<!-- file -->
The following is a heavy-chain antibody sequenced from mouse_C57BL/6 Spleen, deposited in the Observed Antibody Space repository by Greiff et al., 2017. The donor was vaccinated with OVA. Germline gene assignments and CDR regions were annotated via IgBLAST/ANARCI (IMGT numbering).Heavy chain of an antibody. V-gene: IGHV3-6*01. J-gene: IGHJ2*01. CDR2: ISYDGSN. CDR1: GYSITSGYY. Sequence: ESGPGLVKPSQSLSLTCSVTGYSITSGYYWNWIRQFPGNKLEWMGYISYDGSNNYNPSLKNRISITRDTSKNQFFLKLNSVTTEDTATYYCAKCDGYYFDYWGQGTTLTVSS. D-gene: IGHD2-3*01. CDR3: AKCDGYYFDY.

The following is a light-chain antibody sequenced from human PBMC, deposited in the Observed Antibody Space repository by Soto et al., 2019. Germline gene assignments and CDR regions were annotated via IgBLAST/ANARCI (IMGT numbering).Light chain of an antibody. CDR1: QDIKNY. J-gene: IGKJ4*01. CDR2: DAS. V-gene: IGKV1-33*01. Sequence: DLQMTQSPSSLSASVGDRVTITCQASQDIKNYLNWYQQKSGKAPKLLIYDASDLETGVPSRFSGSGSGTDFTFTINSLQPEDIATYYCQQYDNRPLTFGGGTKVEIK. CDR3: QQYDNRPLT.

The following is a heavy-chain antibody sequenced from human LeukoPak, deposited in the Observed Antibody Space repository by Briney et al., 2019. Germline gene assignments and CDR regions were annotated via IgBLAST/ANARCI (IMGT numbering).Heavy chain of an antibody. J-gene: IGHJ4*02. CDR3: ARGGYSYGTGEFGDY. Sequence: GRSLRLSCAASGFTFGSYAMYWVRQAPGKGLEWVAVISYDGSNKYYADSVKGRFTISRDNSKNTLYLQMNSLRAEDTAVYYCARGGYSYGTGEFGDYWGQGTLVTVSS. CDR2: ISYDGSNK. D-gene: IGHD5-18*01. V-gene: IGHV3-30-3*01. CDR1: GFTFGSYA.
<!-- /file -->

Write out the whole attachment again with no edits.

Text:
The following is a heavy-chain antibody sequenced from mouse_C57BL/6 Spleen, deposited in the Observed Antibody Space repository by Greiff et al., 2017. The donor was vaccinated with OVA. Germline gene assignments and CDR regions were annotated via IgBLAST/ANARCI (IMGT numbering).Heavy chain of an antibody. V-gene: IGHV3-6*01. J-gene: IGHJ2*01. CDR2: ISYDGSN. CDR1: GYSITSGYY. Sequence: ESGPGLVKPSQSLSLTCSVTGYSITSGYYWNWIRQFPGNKLEWMGYISYDGSNNYNPSLKNRISITRDTSKNQFFLKLNSVTTEDTATYYCAKCDGYYFDYWGQGTTLTVSS. D-gene: IGHD2-3*01. CDR3: AKCDGYYFDY.

The following is a light-chain antibody sequenced from human PBMC, deposited in the Observed Antibody Space repository by Soto et al., 2019. Germline gene assignments and CDR regions were annotated via IgBLAST/ANARCI (IMGT numbering).Light chain of an antibody. CDR1: QDIKNY. J-gene: IGKJ4*01. CDR2: DAS. V-gene: IGKV1-33*01. Sequence: DLQMTQSPSSLSASVGDRVTITCQASQDIKNYLNWYQQKSGKAPKLLIYDASDLETGVPSRFSGSGSGTDFTFTINSLQPEDIATYYCQQYDNRPLTFGGGTKVEIK. CDR3: QQYDNRPLT.

The following is a heavy-chain antibody sequenced from human LeukoPak, deposited in the Observed Antibody Space repository by Briney et al., 2019. Germline gene assignments and CDR regions were annotated via IgBLAST/ANARCI (IMGT numbering).Heavy chain of an antibody. J-gene: IGHJ4*02. CDR3: ARGGYSYGTGEFGDY. Sequence: GRSLRLSCAASGFTFGSYAMYWVRQAPGKGLEWVAVISYDGSNKYYADSVKGRFTISRDNSKNTLYLQMNSLRAEDTAVYYCARGGYSYGTGEFGDYWGQGTLVTVSS. CDR2: ISYDGSNK. D-gene: IGHD5-18*01. V-gene: IGHV3-30-3*01. CDR1: GFTFGSYA.